In Utah, there is no 'Off Season' or at least no closed season on trout fishing. Certain waters do get closed for parts of the year to protect spawning fish, but there's always somewhere to wet a line if you're feeling the itch and can withstand the cold. That's IF you can withstand the cold and a lot of people I know refuse to get out there and freeze. I can't really blame them, it's not much fun to bundle up so much it's hard to walk just to chase after a few fish that you'll most likely release anyway and come back with no feeling in your extremities.
But there are some advantages to winter fishing. For one thing, there aren't as many people out on the water so you can go to the popular tailwaters without it feeling like combat fishing. The people who are out are just as crazy (or crazier) than you so they either won't bother you at all or you might actually be able to have a decent conversation with them. These aren't your tourist fisherpeople, these are the hardcore, committed, obsessed, crazies that can't help but fish every chance they get. In other words, these are your people and they probably won't take time away from freezing just to talk to you.
Of course, it's easy to find reasons not to go fishing. Projects around the house need doing and if you get them done while it's cold out maybe you won't have to work on them when the weather is nice and the fishing will be better. Laying the flooring in my basement seems to be the project that never ends, but it will, and hopefully, before the temps regularly rise above freezing and the bugs (and fish) become more active. Of course, once the flooring is done there will be doors, trim and more painting to do. There is always something and it's easy to let it keep you home.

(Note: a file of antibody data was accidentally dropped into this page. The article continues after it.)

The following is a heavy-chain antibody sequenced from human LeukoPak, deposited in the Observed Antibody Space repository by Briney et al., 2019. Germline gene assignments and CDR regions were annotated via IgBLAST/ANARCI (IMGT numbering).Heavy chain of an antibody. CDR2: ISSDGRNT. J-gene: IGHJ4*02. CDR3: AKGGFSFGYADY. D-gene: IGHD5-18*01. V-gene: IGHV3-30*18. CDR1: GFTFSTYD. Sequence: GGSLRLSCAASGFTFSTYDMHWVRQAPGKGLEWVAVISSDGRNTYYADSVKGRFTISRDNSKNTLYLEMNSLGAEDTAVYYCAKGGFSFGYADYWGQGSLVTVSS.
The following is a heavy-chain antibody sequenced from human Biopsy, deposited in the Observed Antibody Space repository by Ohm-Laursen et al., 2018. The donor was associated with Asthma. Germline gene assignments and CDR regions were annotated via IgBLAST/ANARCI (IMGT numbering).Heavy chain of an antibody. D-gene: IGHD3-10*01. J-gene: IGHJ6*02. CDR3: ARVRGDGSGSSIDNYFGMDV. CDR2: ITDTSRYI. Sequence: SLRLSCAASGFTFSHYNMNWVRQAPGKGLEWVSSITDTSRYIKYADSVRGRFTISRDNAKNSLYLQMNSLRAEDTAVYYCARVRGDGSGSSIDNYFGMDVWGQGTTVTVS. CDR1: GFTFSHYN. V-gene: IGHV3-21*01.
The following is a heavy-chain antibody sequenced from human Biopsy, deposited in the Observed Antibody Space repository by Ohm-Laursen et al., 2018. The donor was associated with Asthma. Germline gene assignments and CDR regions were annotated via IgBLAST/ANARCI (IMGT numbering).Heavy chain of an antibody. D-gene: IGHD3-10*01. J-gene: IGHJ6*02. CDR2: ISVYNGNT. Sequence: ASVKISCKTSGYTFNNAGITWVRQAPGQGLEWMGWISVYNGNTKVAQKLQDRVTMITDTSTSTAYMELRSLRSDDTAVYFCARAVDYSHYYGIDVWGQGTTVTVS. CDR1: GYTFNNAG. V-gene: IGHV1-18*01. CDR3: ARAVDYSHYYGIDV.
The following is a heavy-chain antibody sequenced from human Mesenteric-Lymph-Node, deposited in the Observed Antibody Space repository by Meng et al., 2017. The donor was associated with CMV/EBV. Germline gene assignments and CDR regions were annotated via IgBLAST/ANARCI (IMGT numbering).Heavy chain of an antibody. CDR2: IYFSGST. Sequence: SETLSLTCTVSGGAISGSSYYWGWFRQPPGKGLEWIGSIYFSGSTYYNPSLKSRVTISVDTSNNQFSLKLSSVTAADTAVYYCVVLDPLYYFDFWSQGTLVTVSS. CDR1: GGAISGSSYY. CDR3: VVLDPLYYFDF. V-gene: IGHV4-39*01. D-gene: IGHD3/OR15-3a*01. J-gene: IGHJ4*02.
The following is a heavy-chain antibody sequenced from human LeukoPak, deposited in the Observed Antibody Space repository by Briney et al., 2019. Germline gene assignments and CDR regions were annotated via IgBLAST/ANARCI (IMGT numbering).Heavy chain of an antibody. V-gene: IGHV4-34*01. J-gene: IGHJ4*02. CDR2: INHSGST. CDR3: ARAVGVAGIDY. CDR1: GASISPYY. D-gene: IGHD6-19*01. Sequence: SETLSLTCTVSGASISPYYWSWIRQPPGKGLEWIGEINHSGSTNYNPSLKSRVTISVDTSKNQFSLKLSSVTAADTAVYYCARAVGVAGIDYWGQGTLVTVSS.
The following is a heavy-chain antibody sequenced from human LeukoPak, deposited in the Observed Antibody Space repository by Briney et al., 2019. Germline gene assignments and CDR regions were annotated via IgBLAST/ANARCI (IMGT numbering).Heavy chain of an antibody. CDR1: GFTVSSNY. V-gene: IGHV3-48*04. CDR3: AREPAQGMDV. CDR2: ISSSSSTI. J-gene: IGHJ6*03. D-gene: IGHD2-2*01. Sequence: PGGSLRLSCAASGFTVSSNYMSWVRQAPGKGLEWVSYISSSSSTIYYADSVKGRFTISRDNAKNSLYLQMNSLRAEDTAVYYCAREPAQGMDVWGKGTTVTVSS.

So you don't let anything keep you home and get out there despite your internal dialog that says it's a waste of time. What you find is the weather isn't that bad through the middle of the day and it's nice to be outside again. Whether or not you find fish is a whole other issue, but it really is nice to be out there doing it instead of spending inordinate amounts of time tying flies and thinking about fishing. Sometimes it works out and you manage to catch some fish, sometimes even on dries. Just like that. Days that work out make you wonder why you haven't been getting out every chance you get. Then there are the days that you don't even see a fish and it seems to confirm that you haven't been wussing out, just biding your time until the weather and the fish are more hospitable so it's not a waste of your time, money, and effort.
Working around the house watching birds and the mule deer that sometimes wander through the yard does wear thin though....maybe I'll go fishing tomorrow.
Hope you're as lucky,
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